Foundation Building Best Practice
Building Bridges Across Sectors
This is an excerpt from the Foundation Building Sourcebook: A Practitioners Guide Based on Experience in Africa, Asia and Latin America.
The Sourcebook was written by A. Scott DuPree and David Winder with Cristina Parnetti, Chandni Prasad and Shari Turitz.
This section returns to the issue of the leading role foundations can play in building bridges between civil society, government and the business sector. Some of the experiences described influenced national policy while others produced impact at the local level.
- Example 1: Enhancing Individual and Corporate Social Responsibility
Esquel Ecuador Foundation
- Example 2: A Multi-Sectoral Commission to Reform Middle School Education
Puerto Rico Community Foundation
- Example 3: Fostering Partnerships for the Environment
Foundation for the Philippine Environment
- Example 4: Exercising a Leadership Role in Partnership Building
Children and Youth Foundation of the Philippines
What Roles Can Foundations Play in Building Bridges Across Sectors?
- Convening people working on similar issues both within and across sectors by sponsoring meetings, workshops, working groups and other fora
- Building partnerships -- relationships between individuals or groups around cooperation and responsibility to achieve a mutual goal -- that will result in a greater impact against a social or economic goal.
Building Bridges Between Civil Society and Government
In most of the cases in this section, the foundations sought to bring government agencies at the local and national level into communication with organizations from civil society. As in many instances, government and civil society are both trying to deal with some of the same social and economic issues; collaboration can bring new ideas and proposals into the policy arena and can empower civil society organizations with new information and resources. Both sides benefit in the long run.
The Examples of the two Philippine foundations show that foundations can play a role in getting independent civil society organizations a seat at the table. Some elements that facilitated their role in building bridges to government were:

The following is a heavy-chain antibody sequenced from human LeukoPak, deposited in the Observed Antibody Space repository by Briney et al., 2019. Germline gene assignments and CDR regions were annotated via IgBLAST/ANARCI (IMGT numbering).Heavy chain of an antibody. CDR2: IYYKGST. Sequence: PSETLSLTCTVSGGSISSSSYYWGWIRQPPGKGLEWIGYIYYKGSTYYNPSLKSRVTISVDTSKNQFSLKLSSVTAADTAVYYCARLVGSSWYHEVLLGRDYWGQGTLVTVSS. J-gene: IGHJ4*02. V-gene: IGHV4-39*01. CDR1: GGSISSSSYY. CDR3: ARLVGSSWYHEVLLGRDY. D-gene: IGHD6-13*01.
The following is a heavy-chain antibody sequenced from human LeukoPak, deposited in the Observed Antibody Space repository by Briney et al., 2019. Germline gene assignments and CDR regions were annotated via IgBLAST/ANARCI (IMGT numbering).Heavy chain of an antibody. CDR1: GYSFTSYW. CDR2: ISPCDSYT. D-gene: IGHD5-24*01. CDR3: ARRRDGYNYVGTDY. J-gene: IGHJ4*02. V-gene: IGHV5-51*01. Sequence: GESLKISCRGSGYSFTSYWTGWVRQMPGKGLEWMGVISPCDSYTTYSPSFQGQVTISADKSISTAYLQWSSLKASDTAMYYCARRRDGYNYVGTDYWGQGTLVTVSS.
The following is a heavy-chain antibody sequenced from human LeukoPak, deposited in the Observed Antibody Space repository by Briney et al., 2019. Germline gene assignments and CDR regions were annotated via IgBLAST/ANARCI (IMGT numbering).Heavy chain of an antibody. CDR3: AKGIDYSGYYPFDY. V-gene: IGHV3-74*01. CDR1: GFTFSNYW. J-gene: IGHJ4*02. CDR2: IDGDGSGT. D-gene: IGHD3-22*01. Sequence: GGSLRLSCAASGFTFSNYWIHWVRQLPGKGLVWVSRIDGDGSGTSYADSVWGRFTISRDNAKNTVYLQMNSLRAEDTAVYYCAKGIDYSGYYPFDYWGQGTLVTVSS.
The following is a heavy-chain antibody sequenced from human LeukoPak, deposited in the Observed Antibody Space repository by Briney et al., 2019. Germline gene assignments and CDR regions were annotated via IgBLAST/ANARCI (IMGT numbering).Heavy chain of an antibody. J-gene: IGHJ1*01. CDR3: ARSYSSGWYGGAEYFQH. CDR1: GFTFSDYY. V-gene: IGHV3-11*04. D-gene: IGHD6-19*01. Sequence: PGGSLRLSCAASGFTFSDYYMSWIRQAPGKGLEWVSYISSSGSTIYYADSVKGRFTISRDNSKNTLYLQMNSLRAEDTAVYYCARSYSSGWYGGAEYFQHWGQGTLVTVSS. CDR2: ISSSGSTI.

- Good contacts with key influential officials who have an expressed interest in collaboration with civil society
- Programmatic flexibility to take advantage of opportunities when they arise
- A track record of accomplishments in tackling social issues
- Resources to invest in processes that involve risks and may take considerable time to bear results
Building Bridges Between Civil Society and Business
Experience shows foundations can play a critical role in reaching out to the private sector and enabling businesses and entrepreneurs to play a more effective role in tackling pressing social issues. Foundations, like the Philippine Business for Social Progress, that were created by the business sector have an advantage, of course. Other foundations without business origins face a bigger challenge in developing partnerships with that sector.
The experience of three non-corporate foundations -- Esquel Ecuador Foundation (FEE), Puerto Rico Community Foundation (PRCF) and Foundation for the Philippine Environment (FPE) -- that have engaged the corporate sector in partnerships is discussed in this section. Another case is the Children and Youth Foundation of the Philippines (CYFP), which has promoted partnerships around the needs of children and youth at both the national and local levels.
These Examples show that bridges between sectors were built at many levels where they did not previously exist. These connections, in turn, leverage new resources, create new policy initiatives, and improve the sharing of information and skills. Foundations are able to take risks where other institutions, particularly government institutions, may be more constrained. The building of partnerships requires foundations' best efforts to facilitate shared objectives and purpose.